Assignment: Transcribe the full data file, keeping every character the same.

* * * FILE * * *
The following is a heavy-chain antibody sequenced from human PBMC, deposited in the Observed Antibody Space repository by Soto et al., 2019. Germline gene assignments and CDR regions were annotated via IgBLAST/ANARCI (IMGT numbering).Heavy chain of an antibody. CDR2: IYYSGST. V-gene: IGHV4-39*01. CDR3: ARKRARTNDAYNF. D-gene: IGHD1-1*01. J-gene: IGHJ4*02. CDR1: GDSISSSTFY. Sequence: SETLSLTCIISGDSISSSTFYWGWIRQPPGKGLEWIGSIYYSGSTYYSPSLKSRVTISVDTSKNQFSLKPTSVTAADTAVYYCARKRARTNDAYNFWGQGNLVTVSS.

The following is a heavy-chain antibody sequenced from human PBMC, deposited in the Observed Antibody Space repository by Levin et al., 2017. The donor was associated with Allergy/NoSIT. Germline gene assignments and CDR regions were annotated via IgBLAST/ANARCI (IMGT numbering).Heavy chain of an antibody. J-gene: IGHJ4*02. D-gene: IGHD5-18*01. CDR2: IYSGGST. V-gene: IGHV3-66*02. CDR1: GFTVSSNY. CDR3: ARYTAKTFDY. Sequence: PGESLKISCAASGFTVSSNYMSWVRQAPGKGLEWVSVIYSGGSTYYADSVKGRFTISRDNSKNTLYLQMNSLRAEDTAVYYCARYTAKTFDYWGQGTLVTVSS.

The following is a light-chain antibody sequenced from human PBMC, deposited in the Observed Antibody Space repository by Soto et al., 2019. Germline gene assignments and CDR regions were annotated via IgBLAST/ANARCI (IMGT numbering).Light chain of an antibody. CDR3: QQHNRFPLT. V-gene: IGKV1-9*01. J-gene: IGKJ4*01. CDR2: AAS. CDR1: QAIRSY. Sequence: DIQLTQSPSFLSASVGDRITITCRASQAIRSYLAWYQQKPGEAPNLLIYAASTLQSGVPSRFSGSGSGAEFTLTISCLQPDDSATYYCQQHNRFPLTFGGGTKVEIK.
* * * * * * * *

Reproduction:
The following is a heavy-chain antibody sequenced from human PBMC, deposited in the Observed Antibody Space repository by Soto et al., 2019. Germline gene assignments and CDR regions were annotated via IgBLAST/ANARCI (IMGT numbering).Heavy chain of an antibody. CDR2: IYYSGST. V-gene: IGHV4-39*01. CDR3: ARKRARTNDAYNF. D-gene: IGHD1-1*01. J-gene: IGHJ4*02. CDR1: GDSISSSTFY. Sequence: SETLSLTCIISGDSISSSTFYWGWIRQPPGKGLEWIGSIYYSGSTYYSPSLKSRVTISVDTSKNQFSLKPTSVTAADTAVYYCARKRARTNDAYNFWGQGNLVTVSS.

The following is a heavy-chain antibody sequenced from human PBMC, deposited in the Observed Antibody Space repository by Levin et al., 2017. The donor was associated with Allergy/NoSIT. Germline gene assignments and CDR regions were annotated via IgBLAST/ANARCI (IMGT numbering).Heavy chain of an antibody. J-gene: IGHJ4*02. D-gene: IGHD5-18*01. CDR2: IYSGGST. V-gene: IGHV3-66*02. CDR1: GFTVSSNY. CDR3: ARYTAKTFDY. Sequence: PGESLKISCAASGFTVSSNYMSWVRQAPGKGLEWVSVIYSGGSTYYADSVKGRFTISRDNSKNTLYLQMNSLRAEDTAVYYCARYTAKTFDYWGQGTLVTVSS.

The following is a light-chain antibody sequenced from human PBMC, deposited in the Observed Antibody Space repository by Soto et al., 2019. Germline gene assignments and CDR regions were annotated via IgBLAST/ANARCI (IMGT numbering).Light chain of an antibody. CDR3: QQHNRFPLT. V-gene: IGKV1-9*01. J-gene: IGKJ4*01. CDR2: AAS. CDR1: QAIRSY. Sequence: DIQLTQSPSFLSASVGDRITITCRASQAIRSYLAWYQQKPGEAPNLLIYAASTLQSGVPSRFSGSGSGAEFTLTISCLQPDDSATYYCQQHNRFPLTFGGGTKVEIK.